Imaginary Letter from an Imaginary Billionaire

To whom it may concern:

I am a billionaire. To earn my wealth I assumed personal and financial risks. If I had failed and gone broke, no one would have felt sorry for me or bailed me out; nor would I have asked to be bailed out. I and my associates provided to the world superior material goods of higher value-for-money than comparably priced substitutes. We offered our products honestly and we charged what the market would bear; consumers purchased our goods wisely and gladly. Our incomes have been proportionate to our contribution to the economy.

Along the way enmity arose; some employees grew to dislike me, because I did not suffer incompetence, laziness or whining gladly. Making enemies goes with the territory of strong, competent leadership and insistence on reasonable standards of achievement. Those whose desired level of compensation far exceeded the value of their contribution did not last long in my organization. However, many people have worked with me for more than thirty years; many have warranted and received large incomes; as a rule every contributing employee earned more than he could have legitimately earned by working elsewhere. Though enemies arose, I have reason to believe that I earned much respect from most of my long-time colleagues.

As a youth, I didn’t know if I was poor or rich. I never thought about it. I and my siblings were blest with loving, hard-working parents, who provided three square meals each day and a home with good indoor plumbing and a good roof. I had a place to play football, basketball and baseball with neighborhood friends. I had a community with which to express my awe. I became educated by working hard on the readin’, writin’ and ‘rithmetic taught by the most important people in the world, dedicated teachers. Throughout my early years I was happy and content. Looking back, I was lower class, but very rich.

In an essay on pure macroeconomic dynamics – unadulterated by any psyche-based political ideology – the obscure Canadian polymath Bernard Lonergan has clearly demonstrated that, when an economy transitions from a surge in capital investment to a surge in consumer-goods production, the money not needed for one’s own present or future living should not be drained from the real economic circuits of production and sale into the secondary (second-hand) market for previously owned equities and bonds, where that money sits idle and without productive force. It should instead be kept circulating in the productive circuits for the stability and continuity of the healthy economy. Understanding this, I will first provide reserves for my retirement, for my children, and for my grandchildren’s education so that they may live as honorable, kind people and cooperative contributors to the economy. Then, as long as savings are not needed by my enterprise for wise investment, I will contribute all the after-tax income I don’t need to the productive and monetary circuits for goods and services for the timely benefit of society. And, by the way, my own personal needs – for things such as cereal, shirts, plumbing, wiring, and roof – are simple and inexpensive.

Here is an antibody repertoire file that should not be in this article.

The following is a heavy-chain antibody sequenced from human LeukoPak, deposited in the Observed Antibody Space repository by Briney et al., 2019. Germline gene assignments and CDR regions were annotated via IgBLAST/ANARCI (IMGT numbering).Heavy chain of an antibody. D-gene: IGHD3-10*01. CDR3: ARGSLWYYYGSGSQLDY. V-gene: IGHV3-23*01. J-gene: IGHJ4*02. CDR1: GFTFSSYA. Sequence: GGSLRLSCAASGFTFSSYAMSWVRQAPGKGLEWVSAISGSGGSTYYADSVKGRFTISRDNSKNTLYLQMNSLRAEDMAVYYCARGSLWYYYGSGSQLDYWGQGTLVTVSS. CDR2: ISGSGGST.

I will direct all my unused income expeditiously into the following types of activities and projects:

  • elementary education in readin’, writin’, and ‘rithmetic
  • the continuing education of pre-teens in reading, writing, diction, handwriting, arithmetic, and generally in putting pencil to paper to have learning get down into the brain
  • the education of teens in algebra, geometry, grammar, languages, arts, drafting, hands-on trades, effective doing and making, personal responsibility and self-reliance, and respect for others both young and old
  • the continuing education of adults – especially politicians, journalists, and academics – in history, Functional Macroeconomic Dynamics, science, objectivity, truth, the similarity of religion and political ideology, the overlap and commonalities of pure religion, culture, and politics, and the ever-present tribal instinct,
  • the promotion of lifelong learning
  • the construction of athletic fields and facilities and of neighborhood gardens
  • the construction of useful structures, whose design and engineering will be testaments to the genius and greatness of the human spirit
  • the institution of competitions and awards involving high achievement in mathematics, the physical sciences, languages and music
  • the support of veterans affairs
  • the uplifting of the impoverished
  • a clean environment
  • the improvement of community spirit

Of course, I could voluntarily give this unneeded after-tax income to the government either for the reduction of the accumulated national debt or for the current government deficit. However, I regret to say that the years have made me cynical; I have lost faith in officials whose paramount concern is their own reelection or reappointment unto fame and glory. And I do not have confidence in bureaucrats – whose expertise in industry and commerce is inversely related to their distance from the activities, which they regulate – to spend my money wisely on truly useful and beneficial current or longer-term projects. The world will be a better place for letting me with my expertise, gained on both the line of scrimmage and the coach’s tower of industry, decide how to spend money to improve the world. It will be government by the competent, not government by the plutocrats. It will be government by the enlightened philanthropist rather than squandering by bureaucrats on boondoggles and self-aggrandizement.